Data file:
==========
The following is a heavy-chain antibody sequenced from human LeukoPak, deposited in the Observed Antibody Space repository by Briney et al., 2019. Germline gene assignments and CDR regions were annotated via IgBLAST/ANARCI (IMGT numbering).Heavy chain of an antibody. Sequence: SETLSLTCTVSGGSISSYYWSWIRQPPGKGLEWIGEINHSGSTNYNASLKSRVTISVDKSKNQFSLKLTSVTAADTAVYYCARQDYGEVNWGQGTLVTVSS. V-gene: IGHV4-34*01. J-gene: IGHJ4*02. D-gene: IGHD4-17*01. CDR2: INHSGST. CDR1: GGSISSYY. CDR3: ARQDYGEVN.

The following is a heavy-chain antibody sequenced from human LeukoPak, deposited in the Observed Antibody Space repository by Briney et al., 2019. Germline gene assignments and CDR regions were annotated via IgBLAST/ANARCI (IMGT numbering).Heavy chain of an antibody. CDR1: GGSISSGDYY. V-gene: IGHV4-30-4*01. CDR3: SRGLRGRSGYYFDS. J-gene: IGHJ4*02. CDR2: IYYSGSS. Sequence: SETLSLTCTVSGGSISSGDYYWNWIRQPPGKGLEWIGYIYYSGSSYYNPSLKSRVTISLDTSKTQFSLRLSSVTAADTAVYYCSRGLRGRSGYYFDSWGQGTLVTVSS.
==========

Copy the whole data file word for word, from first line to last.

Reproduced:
The following is a heavy-chain antibody sequenced from human LeukoPak, deposited in the Observed Antibody Space repository by Briney et al., 2019. Germline gene assignments and CDR regions were annotated via IgBLAST/ANARCI (IMGT numbering).Heavy chain of an antibody. Sequence: SETLSLTCTVSGGSISSYYWSWIRQPPGKGLEWIGEINHSGSTNYNASLKSRVTISVDKSKNQFSLKLTSVTAADTAVYYCARQDYGEVNWGQGTLVTVSS. V-gene: IGHV4-34*01. J-gene: IGHJ4*02. D-gene: IGHD4-17*01. CDR2: INHSGST. CDR1: GGSISSYY. CDR3: ARQDYGEVN.

The following is a heavy-chain antibody sequenced from human LeukoPak, deposited in the Observed Antibody Space repository by Briney et al., 2019. Germline gene assignments and CDR regions were annotated via IgBLAST/ANARCI (IMGT numbering).Heavy chain of an antibody. CDR1: GGSISSGDYY. V-gene: IGHV4-30-4*01. CDR3: SRGLRGRSGYYFDS. J-gene: IGHJ4*02. CDR2: IYYSGSS. Sequence: SETLSLTCTVSGGSISSGDYYWNWIRQPPGKGLEWIGYIYYSGSSYYNPSLKSRVTISLDTSKTQFSLRLSSVTAADTAVYYCSRGLRGRSGYYFDSWGQGTLVTVSS.